April 2, 2012
Fred Astaire's 1943 musical comedy-drama "The Sky's the Limit" received mixed reactions from critics, as did Gene Kelly's first film after serving in World War II, 1947's "Living in a Big Way. " But time can change perceptions. Both films, which were just released by Warner Archive on DVD, deserve a second chance. "The Sky's the Limit" finds Astaire as a Flying Tiger pilot on leave. The best moment is when a drunken Astaire introduces the Harold Arlen-Johnny Mercer standard "One for My Baby (and "One More for the Road")
February 10, 1996
Re Twyla Tharp's Gene Kelly appreciation ("Gene Kelly: The Charming Maestro of Movement," Feb. 7) and her reference to his loafers. It reminded me of the one time I met the great showman. A friend and I were late to an evening of Ghanaian music in the basement of UCLA's Schoenberg Hall in the early '60s. Kelly arrived at the same time and seemed lost, so we walked him down with us. What most struck me were those marvelous, supple, magical penny loafers and his grace of motion. I bought a pair the next day and have worn them ever since.
February 7, 1996 |
Gene Kelly is rightly credited with bringing a massive and much needed dose of vitality, masculinity and athleticism to American dance. The reason for this achievement was simple--Kelly, who died last week at the age of 83, had the common sense to realize the plain fact that there is honor in showing work, in dropping the pretense of effortlessness.
CALIFORNIA | LOCAL
July 25, 1994
Entertainer Gene Kelly was hospitalized after suffering a mild stroke, officials at UCLA Medical Center said Sunday. Kelly, 81, was in stable condition and resting comfortably, hospital spokesman Chris Woodson said. Kelly, known for his singing and dancing in Hollywood musicals such as "An American in Paris" and "Singin' in the Rain," was admitted to the hospital Saturday, Woodson said. Woodson said he did not know when Kelly would be released.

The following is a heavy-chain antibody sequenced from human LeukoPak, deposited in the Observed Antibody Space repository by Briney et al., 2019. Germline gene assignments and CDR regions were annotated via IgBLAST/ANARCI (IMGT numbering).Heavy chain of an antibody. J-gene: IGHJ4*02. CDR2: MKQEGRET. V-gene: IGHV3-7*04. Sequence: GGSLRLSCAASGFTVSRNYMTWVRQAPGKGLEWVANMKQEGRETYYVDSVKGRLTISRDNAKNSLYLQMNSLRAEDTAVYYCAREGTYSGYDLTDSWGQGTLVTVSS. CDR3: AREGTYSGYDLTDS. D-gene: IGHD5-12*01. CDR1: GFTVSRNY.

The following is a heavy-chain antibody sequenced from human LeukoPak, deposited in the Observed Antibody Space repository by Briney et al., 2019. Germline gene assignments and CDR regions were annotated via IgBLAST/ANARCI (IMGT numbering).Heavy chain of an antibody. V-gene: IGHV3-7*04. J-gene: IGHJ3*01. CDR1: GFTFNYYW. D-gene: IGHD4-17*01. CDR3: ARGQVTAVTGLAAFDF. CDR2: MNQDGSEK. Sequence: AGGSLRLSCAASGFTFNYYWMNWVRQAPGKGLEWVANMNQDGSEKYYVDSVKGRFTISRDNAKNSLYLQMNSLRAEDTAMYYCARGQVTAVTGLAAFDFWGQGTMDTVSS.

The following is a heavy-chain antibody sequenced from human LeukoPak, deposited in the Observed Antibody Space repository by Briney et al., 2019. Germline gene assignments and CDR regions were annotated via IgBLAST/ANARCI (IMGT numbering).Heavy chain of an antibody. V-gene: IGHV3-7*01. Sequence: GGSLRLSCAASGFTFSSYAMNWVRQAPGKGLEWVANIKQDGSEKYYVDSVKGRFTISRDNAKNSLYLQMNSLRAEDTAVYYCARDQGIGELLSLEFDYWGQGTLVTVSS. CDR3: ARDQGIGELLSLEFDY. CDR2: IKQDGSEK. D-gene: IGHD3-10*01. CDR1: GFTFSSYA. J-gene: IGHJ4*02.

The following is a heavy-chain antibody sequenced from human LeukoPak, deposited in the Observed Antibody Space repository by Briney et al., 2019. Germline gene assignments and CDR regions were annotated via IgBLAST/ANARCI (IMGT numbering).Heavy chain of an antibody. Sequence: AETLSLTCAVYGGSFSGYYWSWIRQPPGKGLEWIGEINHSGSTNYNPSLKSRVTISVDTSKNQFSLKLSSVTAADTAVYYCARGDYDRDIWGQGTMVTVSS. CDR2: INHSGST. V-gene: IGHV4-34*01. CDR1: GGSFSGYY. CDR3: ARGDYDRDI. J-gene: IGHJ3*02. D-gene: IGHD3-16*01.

April 11, 1990 |
"Phantom of the Opera" star and Tony Award winner Michael Crawford says he owes his success to Gene Kelly, who once scolded him out for not being expressive enough. "Without his help I doubt whether I'd have ever reached this point," Crawford said of his mentor in an interview. The two met during the making of the movie version of "Hello, Dolly!" in 1968, when the veteran song-and-dance man was directing Crawford, then 26, in one of his first starring roles.
February 3, 1996 |
Gene Kelly, the exuberant, charismatic hoofer who danced, sang, smiled and splashed his way into the hearts of generations, died Friday after several years of declining health. He was 83. As respected as he was likable, Kelly "died peacefully in his sleep" in his Beverly Hills home with his wife, Patricia, at his bedside, according to his publicist, Warren Cowan. Kelly had suffered strokes in 1994 and 1995 and had been in ill health since then. His life was the stuff of a Hollywood musical.